February 1A
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March into Yorktown: Eye Witness Account

Just two days ago, Sept 28, 1781, marked the last day‘s march on the long, hot road to Yorktown, VA for the allies, French and American combined armies. In many ways it was the hardest as well as the most exhilarating march since they left the Hudson Highlands above New York City. I was there and this is what I saw.
“From my viewpoint along the 12 mile stretch from Williamsburg to Yorktown,     I see hundreds of soldiers, all decked out, “marching as to war”.

Look, there at the head of the first column, it’s General Washington on his horse, Nelson. How fine the general looks. Behind him I see the famous Continental Army and local militias, all following their fife and drum corps. Very impressive!

march Rochambeau

Rochameau’s Army on March by David R. Wagner

I remember reading that at the start of this historic march from New York, Washington’s men were disheartened at the prospect of the 400 mile march in the dead heat of August into the south where it was bound to be much hotter.

A wonderful event occurred that gave our soldiers the courage to carry on, to continue to follow Washington to the ends of the earth as they had done over the past 6 years. The French King, Louis 16, had sent yet another shipment of hard currency to General Rochambeau to aid in the march.

Very generously, he lent Washington a goodly sum of hard cash, not only to fund the long march, but, to give each man some coins to jingle in his pocket and maybe buy a new pair of shoes for the march.  Most of the Continental Army had not been paid for years!

Yes, this gift was a morale-raiser for the American Army. We have Rochambeau and the French to thank for that!

book cover front

“What is the subject of my blog doing on my book cover?” LOL Jini

Rochambeau and his Army are in battle attire with white woolen uniforms gleaming in the light of the new day. I stand here in awe of their multi-colored jackets with contrasting lapel facings, collars, cuffs, piping , and other trim, not to mention their many buffed buttons and shiny buckles.

Each regiment proudly displays its flag. I cannot help but notice the officers’ gold braid and medals glinting on the chests of the officers in the low straight-line rays of the rising sun. Their tricorne hats have been freshly brushed and are adorned with appropriate cockades, some with tall plumes floating in the breeze.  I am thrilled at the sight!!!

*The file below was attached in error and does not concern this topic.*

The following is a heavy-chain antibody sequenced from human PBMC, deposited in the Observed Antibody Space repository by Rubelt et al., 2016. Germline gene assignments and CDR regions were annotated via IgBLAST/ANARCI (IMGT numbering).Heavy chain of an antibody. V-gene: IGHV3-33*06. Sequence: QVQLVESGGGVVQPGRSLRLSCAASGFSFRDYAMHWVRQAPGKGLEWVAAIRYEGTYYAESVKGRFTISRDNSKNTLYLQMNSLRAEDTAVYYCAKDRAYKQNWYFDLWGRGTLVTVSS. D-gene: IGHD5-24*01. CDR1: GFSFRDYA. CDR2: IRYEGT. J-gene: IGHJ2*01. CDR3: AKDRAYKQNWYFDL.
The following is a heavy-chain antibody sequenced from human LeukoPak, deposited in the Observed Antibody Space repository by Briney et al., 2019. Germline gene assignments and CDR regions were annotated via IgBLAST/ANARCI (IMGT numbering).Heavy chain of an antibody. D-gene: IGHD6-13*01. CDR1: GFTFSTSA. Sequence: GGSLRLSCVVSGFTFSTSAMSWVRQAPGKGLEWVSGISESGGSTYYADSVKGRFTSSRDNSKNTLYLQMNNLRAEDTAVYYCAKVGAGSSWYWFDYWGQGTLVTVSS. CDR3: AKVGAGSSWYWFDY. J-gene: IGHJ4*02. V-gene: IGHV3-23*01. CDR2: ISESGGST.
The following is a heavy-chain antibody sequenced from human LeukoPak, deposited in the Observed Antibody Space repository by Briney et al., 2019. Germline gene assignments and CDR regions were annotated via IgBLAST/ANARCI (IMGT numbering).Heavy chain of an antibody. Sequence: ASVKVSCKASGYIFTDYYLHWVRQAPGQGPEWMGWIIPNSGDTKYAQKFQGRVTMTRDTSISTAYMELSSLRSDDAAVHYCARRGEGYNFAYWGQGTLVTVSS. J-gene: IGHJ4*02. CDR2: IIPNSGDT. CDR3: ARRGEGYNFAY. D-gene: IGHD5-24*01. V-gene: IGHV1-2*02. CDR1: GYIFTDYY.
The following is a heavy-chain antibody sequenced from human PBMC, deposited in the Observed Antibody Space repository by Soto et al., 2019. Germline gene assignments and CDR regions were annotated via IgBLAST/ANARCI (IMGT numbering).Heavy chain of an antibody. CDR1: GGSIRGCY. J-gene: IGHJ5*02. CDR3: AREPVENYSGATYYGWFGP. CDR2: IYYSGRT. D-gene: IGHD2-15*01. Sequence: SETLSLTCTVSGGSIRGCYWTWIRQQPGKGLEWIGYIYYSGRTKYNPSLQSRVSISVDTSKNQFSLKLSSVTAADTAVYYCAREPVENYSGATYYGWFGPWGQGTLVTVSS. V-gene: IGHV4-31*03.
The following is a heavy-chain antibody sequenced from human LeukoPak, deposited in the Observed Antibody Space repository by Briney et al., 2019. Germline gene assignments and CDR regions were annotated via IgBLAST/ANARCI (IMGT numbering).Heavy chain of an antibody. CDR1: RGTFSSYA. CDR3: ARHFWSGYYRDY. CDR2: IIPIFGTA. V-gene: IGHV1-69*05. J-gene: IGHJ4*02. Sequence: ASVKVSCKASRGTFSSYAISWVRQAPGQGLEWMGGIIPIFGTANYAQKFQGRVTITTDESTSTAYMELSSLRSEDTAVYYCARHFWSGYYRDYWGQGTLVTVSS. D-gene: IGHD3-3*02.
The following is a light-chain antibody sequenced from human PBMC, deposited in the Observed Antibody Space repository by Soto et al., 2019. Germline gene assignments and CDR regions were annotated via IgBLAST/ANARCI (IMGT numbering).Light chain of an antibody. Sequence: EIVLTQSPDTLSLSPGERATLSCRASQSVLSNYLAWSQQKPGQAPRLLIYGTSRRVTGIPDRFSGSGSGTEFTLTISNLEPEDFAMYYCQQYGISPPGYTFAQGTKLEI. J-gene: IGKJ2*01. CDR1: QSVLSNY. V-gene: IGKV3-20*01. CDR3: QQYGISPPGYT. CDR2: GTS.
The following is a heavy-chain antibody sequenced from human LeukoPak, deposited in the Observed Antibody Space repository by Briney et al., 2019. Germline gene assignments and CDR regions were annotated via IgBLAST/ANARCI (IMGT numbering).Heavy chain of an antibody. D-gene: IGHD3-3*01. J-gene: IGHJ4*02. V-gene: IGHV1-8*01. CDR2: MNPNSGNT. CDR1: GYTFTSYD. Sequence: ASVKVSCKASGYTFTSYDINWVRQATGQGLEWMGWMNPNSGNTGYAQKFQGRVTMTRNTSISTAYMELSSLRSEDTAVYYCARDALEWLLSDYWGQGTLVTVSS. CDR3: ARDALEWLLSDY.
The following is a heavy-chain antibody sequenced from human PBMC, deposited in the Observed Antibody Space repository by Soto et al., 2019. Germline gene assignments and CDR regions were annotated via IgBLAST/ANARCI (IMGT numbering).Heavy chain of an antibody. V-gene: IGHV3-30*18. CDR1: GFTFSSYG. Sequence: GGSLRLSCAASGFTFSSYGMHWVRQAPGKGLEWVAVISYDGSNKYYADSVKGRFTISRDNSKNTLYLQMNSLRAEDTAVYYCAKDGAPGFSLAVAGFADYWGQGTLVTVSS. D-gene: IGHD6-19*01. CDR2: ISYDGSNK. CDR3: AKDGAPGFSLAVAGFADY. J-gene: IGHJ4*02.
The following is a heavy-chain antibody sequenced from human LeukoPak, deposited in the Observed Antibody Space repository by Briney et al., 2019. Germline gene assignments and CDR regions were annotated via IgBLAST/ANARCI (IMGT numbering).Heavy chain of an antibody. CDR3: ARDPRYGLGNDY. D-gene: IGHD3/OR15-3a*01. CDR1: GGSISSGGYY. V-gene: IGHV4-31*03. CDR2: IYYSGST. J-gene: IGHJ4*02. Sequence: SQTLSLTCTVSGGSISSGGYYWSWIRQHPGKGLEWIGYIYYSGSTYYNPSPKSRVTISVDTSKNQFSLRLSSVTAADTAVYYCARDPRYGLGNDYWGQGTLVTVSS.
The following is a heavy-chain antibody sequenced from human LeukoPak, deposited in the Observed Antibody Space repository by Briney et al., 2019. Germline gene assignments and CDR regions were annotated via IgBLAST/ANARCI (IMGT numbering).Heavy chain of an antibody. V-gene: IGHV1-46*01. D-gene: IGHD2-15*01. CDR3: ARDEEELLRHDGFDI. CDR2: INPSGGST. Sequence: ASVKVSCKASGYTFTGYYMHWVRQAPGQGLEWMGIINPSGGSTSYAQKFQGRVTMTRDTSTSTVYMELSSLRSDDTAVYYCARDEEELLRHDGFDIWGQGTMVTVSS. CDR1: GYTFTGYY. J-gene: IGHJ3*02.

Oh, and look at their newly-powdered hair!  Ladies, if you are watching as I am, ooo la la, those French! What an amazing sight, and just think of it, after the blistering month-long march from New York to the mouth of the Chesapeake Bay!

Even though food of all types is in short supply here in Virginia, the American officers, not  to be outdone by the French, scoured up enough flour to make themselves look  elegant. Yes, they used flour to powder their hair! Not a bad idea at first suggestion. It did achieve the desired look.

However, I have it on good authority, that as the day wears on and as temperatures rise, and sweat begins to pour off their heads, it will surely begin to mingle with the flour and cause an uncomfortable caking on their heads!  The flour and their sweat will literally cook in their hair as they march. The Continentals may be happy now, but later they will pay a sad price and need tons of water to rid themselves of the mess.

The Continental uniforms may look flimsy, but they are cooler in hot weather than the French. The soldiers do not always march in lines of similar heights, but their hearts are light today as they pass me by.
There is a palpable sense of excitement in the air as they leave Williamsburg this early morning.  I cannot help but feel it too! There is no stopping the allies as the drumbeats direct their step toward the Yorktown redoubts and the waiting, worried, British commander, General Lord Cornwallis.